Solis-Soto, Maria Teresa; Patino, Armando; Nowak, Dennis; Radon, Katja:
Association between environmental factors and current asthma, rhinoconjunctivitis and eczema symptoms in school-aged children from Oropeza Province - Bolivia: a cross-sectional study.
In: Environmental Health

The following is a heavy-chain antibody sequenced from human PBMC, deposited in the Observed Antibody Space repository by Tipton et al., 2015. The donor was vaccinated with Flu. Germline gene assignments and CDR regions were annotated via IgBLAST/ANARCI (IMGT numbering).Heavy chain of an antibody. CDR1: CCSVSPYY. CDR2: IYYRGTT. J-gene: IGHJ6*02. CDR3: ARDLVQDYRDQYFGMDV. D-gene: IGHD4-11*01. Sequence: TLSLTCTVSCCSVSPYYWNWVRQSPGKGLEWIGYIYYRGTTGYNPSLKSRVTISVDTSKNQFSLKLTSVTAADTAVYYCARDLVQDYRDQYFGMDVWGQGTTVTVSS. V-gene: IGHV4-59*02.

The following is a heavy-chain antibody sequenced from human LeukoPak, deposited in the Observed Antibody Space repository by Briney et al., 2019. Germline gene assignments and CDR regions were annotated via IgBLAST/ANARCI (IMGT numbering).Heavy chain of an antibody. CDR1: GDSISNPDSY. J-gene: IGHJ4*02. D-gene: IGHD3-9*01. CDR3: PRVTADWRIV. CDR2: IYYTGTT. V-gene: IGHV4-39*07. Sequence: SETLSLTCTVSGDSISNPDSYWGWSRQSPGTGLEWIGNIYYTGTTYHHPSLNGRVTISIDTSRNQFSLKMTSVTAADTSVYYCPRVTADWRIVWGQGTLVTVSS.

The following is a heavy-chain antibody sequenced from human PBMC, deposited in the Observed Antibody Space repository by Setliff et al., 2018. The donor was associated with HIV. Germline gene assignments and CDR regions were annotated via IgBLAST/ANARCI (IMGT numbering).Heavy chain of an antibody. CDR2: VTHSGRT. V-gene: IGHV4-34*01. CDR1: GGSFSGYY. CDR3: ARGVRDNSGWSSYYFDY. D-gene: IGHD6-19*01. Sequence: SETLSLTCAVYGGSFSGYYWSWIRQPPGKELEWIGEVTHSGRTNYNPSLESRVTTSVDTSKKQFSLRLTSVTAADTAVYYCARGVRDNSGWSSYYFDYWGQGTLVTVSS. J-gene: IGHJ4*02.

Background: In recent years, the prevalence of asthma, rhinoconjunctivitis and eczema symptoms in childhood has considerably increased in developing countries including Bolivia, possibly due to changes in lifestyle, environmental and domestic factors. This study aimed to assess the association between environmental factors and asthma, rhinoconjuctivitis and eczema symptoms in school-aged children from Oropeza Province in Chuquisaca, Bolivia. Methods: A cross-sectional study was performed in 2340 children attending the fifth grade in 36 randomly selected elementary schools in Oropeza province. The prevalence of symptoms was determined using the International Study of Asthma and Allergies in Childhood (ISAAC) questionnaire. Environmental factors were assessed by the ISAAC environmental questionnaire including questions related to exposure to pets, farm animals, indoor and outdoor pollution, presence of disease vectors at home and precarious household conditions. Generalized linear mixed-effects models were adjusted for age, sex and place of living. Results: Thirty seven percent of children reported that at least one of their parents smoked at home. Wood or coal was used as cooking fuel in 19\% of the homes and 29\% reported intense truck traffic on the street where they lived. With respect to hygiene conditions, 86\% reported exposure to dogs, 59\% exposure to cats and 36\% regular contact to farm animals. More than one precarious household condition was reported by 8\% of children. In the adjusted model exposure to dog (adjusted OR 1.4; CI 95\% 1.0-1.9), cat (1.2; 1.0-1.5), farm animals (1.5; 1.2-1.8); intense truck traffic (1.3; 1.0-1.6), parents smoking at home (1.2; 1.0-1.5), presence of disease vectors at home (fourth quartile vs. first quartile: 1.6; 1.2-2.3) and two or more precarious household conditions (1.5; 1.0-2.2) were significantly associated with rhinoconjunctivitis symptoms. The associations were similar for asthma and eczema symptoms; however it did not reach the level of statistical significance for all items. Conclusion: Our results support previous findings reported for poor communities especially in Latin America, showing that lower hygiene conditions did not have protective effect against asthma and rhinoconjunctivitis and eczema symptoms.